The only real road trip I did in June was to go to my son’s, girlfriend’s high school graduation in Cremona. I took a few photos at the cap and gown ceremony and we headed back to their family farm to do a few more.

I had a lot of fun taking pictures of Randell and her family and we did some with Lynda and Adam as well. Seemed at the time I took lots, but as I edited them I realized I could of taken more.


So that was my June in a nutshell. While it wasn’t all that exciting, all in all it wasn’t terrible either.



Throwback Thursday

I don’t know when Throwback Thursdays started but since I’ve been feeling more and more nostalgic lately I thought I’d participate. College days have been going through my head more and more lately. Maybe it’s because in a few short weeks it’ll be 25 years since I graduated from SAIT or maybe it’s a sign of old age. No matter what the reason, I feel the memories come flooding back . That in itself surprises me as I had to work my ass off to get through college but I usually enjoyed the experience immensely.

School was never my thing when I had to go. Art and drama were my best subjects in high school and the only thing I was better at was not attending class. That’s probably why it took me 4 years to graduate.

When I decided to go back to school I had been out of high school for 5 years so I was considered a mature student. Mature, baahahaha. Even then I found it funny.

While I was there I thought I’d made a few friends but I only keep in touch with one. And I don’t get to see her very often. She was the subject of more than one assignment and I believe this photo is from the first time I had her pose for me.


Ms. Joan Boyes Circa 1989

I got to go to so many different events while I was in school but one of the few things I paid to go see was the Masters at Spruce Meadows. I had heard a rumour that Ian Millar’s horse Big Ben was due to retire and I really wanted to see him before that happened. Turned out it would be a few more years before it happened but it was nice to get to see him jump.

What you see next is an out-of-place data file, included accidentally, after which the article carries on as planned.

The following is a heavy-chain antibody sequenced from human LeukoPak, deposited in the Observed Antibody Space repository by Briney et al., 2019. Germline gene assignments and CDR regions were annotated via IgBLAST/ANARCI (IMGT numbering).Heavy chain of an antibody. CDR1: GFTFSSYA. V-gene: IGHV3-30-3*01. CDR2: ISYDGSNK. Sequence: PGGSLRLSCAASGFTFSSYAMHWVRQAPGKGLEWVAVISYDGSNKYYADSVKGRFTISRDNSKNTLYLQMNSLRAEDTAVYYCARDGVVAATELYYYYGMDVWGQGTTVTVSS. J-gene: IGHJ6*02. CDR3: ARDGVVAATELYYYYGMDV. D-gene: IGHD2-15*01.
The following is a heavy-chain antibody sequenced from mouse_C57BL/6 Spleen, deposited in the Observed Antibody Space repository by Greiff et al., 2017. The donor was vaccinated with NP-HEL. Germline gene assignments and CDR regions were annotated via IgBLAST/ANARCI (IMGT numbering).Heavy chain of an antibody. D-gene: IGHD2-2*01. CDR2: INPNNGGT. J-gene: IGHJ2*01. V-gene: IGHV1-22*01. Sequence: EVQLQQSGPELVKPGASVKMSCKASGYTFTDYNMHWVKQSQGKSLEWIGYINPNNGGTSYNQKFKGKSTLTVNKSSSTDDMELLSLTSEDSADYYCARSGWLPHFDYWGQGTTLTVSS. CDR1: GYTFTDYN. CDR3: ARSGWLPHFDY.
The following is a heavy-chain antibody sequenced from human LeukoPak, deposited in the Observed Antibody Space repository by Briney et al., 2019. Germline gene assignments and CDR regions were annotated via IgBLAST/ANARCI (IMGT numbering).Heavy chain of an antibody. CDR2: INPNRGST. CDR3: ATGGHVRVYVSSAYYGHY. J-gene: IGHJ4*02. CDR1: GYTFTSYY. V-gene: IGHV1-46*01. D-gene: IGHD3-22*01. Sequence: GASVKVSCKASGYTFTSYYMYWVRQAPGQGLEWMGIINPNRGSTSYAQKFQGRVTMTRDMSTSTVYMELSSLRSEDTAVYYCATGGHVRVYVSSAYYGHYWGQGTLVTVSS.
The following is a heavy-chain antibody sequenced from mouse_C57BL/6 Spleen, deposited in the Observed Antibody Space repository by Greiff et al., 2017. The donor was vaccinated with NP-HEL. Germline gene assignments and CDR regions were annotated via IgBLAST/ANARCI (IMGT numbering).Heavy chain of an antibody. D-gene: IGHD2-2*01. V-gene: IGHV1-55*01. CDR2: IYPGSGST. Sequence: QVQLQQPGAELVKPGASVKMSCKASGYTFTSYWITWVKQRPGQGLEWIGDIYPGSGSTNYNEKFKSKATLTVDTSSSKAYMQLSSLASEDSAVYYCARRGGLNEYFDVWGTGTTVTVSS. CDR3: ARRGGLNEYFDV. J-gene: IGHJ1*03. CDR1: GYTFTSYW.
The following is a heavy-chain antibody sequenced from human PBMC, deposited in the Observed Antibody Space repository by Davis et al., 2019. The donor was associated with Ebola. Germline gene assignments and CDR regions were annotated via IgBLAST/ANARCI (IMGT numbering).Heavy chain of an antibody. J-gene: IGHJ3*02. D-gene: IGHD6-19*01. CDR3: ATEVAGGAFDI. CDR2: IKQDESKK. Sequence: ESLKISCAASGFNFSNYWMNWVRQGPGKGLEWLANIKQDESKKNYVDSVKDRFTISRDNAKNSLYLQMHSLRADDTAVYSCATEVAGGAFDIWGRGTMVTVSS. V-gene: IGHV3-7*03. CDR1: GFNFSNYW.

As part of one of my assignments I did a practicum at the Calgary Aerospace Museum. I re-did a few of their brochures and made a portable display for them. As part of it all I took photos of all the aircraft in their collection at the museum. I learned they had a de Havilland Mosquito as part of the collecting located at CFB Cold Lake. I was told it was being restored and would be ready to fly soon. I arranged to go to Cold Lake to document it for them. As this was during the first Gulf War, security was pretty tight on the base. It was a bit disappointing to see the actual condition of the aircraft. Wood rot had been discovered in the main wing spar and it would never fly on it’s own without a total rebuild. It was a bit surreal taking photos of a WWII bomber pushed into a corner of a hanger full of CF-18s.


I did actually shoot a photo or two at school. I miss having a studio to use.



I had been invited to take photos for the SAIT Rodeo Club and happily took about a dozen rolls of film at the event. The very next day we got a sports assignment and I thought I was golden, having a head start and all. My instructor told me I could submit 2 photos from the rodeo. I was hard pressed to find 2 to submit (indoor rodeo in an old arena is a hard thing to shoot) and this is the only one I liked.


My roommate, Lanny Fleming, and I scored media passes for the Husky Men’s Downhill in Lake Louise and happily went out and shot some mediocre photos of men on skies going by very quickly. Neither of us had a long enough lens to do justice to the racers even though we were perched at the last corner before the finish line. One of the skiers (and I honestly don’t remember his name) was a bit wide on the turn and crashed through the safety fence not far from our location. While he didn’t seem too worse for wear, he did injure a 13 year old girl standing at the fence. Safety staff were there right away and I never did get a good shot of the victim, I took a photo of the skier that I was happy with.